“Because intuition in Bergson is “integral experience” (The Creative Mind, p. 200), it is made up of an indefinite series of acts, which correspond to the degrees of duration. This series of acts is why Bergson calls intuition a method. The first act is a kind of leap, and the idea of a leap is opposed to the idea of a re-constitution after analysis. One should make the effort to reverse the habitual mode of intelligence and set oneself up immediately in the duration. But then, second, one should make the effort to dilate one’s duration into a continuous heterogeneity. Third, one should make the effort to differentiate (as with the color orange) the extremes of this heterogeneity. With the second and third steps, one can see a similarity to Plato’s idea of dialectic understood as collection and division. The method resembles that of the good butcher who knows how to cut at the articulations or the good tailor who knows how to sew pieces of cloth together into clothes that fit. On the basis of the division into extremes or into a duality, one can then confront our everyday “mixtures” of the two extremes. Within the mixture, one makes a division or “cut” into differences in kind: into matter and spirit, for instance. Then one shows how the duality is actually a monism, how the two extremes are “sewn” together, through memory, in the continuous heterogeneity of duration. Indeed, for Bergson, intuition is memory; it is not perception.” (Stanford Encyclopedia of Philosophy)
–Cook Ting was carving an ox for Lord Wen-hui. As his hand slapped, shoulder lunged, foot stamped, knee crooked, with a hiss! with a thud! the brandished blade as it sliced never missed the rhythm, now in time with the Mulberry Forest dance, now with an orchestra playing the Ching-shou.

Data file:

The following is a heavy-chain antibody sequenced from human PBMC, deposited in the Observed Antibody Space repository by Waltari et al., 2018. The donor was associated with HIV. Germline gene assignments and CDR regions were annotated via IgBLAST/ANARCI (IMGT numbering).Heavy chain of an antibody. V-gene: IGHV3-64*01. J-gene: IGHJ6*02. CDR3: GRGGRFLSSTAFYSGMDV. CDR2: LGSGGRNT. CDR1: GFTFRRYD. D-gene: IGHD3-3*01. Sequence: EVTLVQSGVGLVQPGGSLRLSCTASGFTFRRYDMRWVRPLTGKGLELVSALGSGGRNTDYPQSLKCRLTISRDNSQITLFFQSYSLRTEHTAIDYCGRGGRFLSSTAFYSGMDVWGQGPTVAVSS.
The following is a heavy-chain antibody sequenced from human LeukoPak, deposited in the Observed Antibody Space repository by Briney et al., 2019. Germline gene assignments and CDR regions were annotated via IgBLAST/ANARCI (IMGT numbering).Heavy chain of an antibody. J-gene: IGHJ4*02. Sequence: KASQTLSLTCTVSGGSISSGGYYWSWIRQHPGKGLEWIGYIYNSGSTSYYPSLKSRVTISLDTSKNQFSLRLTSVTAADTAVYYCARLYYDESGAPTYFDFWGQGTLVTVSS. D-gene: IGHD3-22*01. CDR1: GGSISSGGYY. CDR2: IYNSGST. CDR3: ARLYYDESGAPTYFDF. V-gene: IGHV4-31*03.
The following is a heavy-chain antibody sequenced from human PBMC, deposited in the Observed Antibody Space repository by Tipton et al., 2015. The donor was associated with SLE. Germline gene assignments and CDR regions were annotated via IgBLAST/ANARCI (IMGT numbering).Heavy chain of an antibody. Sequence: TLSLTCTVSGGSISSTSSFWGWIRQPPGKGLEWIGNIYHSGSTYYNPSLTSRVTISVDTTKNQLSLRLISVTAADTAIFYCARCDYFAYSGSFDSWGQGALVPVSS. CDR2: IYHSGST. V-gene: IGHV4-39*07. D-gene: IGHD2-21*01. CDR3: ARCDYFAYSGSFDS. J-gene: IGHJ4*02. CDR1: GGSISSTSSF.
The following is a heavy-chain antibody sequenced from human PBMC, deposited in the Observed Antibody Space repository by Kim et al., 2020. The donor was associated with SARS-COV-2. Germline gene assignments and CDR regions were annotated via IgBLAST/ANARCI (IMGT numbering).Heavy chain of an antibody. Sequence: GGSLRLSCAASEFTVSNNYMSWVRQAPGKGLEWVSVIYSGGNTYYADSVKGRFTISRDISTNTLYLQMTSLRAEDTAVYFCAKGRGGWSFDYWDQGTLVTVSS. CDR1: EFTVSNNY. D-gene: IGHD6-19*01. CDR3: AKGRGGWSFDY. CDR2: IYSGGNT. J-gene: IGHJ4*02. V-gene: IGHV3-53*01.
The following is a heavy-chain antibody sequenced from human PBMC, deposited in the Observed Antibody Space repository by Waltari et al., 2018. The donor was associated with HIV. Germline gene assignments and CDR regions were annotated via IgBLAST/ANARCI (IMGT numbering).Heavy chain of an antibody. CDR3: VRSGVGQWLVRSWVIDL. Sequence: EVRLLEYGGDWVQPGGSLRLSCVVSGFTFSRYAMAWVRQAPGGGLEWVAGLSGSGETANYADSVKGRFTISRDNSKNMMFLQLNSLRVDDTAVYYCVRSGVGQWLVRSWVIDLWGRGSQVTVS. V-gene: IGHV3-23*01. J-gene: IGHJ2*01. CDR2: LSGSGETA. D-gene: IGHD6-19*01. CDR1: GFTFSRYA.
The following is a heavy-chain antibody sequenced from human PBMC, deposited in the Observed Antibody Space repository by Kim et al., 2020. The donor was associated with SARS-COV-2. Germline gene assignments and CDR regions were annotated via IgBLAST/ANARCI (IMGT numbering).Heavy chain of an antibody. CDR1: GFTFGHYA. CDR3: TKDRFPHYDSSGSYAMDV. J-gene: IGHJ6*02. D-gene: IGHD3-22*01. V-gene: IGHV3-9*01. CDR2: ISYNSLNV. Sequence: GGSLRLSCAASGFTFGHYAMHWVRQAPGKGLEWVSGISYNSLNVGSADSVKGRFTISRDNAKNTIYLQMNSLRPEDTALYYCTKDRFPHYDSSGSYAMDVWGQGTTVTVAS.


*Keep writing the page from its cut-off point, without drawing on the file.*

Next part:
“Oh, excellent!” said Lord Wen-hui. “That skill should attain such heights!”
“What your servant cares about is the Way, I have left skill behind me. When I first began to carve oxen, I saw nothing but oxen wherever I looked. Three years more and I never saw an ox as a whole. Nowadays I am in touch with the daemonic in me, and do not look with the eye. With the senses I know where to stop, the daemonic I desire to run its course. I rely on Heaven’s structuring, cleave along the main seams, let myself be guided by the main cavities, go by what is inherently so. A ligament or tendon I never touch, not to mention solid bone. A good cook changes his chopper once a year, because he hacks. A common cook changes it once a month, because he smashes. Now I have had this chopper for nineteen years, and have taken apart several thousand oxen, but the edge is as though it were fresh from the grindstone. At that joint there is an interval, and the chopper’s edge has no thickness; if you insert what has no thickness where there is an interval, then, what more could you ask, of course there is ample room to move the edge about. That’s why after nineteen years the edge of my chopper is as though it were fresh from the grindstone.
“However, whenever I come to something intricate, I see where it will be hard to handle and cautiously prepare myself, my gaze settles on it, action slows down for it, you scarcely see the flick of the chopper — and at one stroke the tangle has been unravelled, as a clod crumbles to the ground. I stand chopper in hand, look proudly round at everyone, dawdle to enjoy the triumph until I’m quite satisfied, then clean the chopper and put it away.”
“Excellent!” said Lord Wen-hui. “Listening to the words of Cook Ting, I have learned from them how to nurture life.” (Chuang Tzu, tr. by A.C. Graham)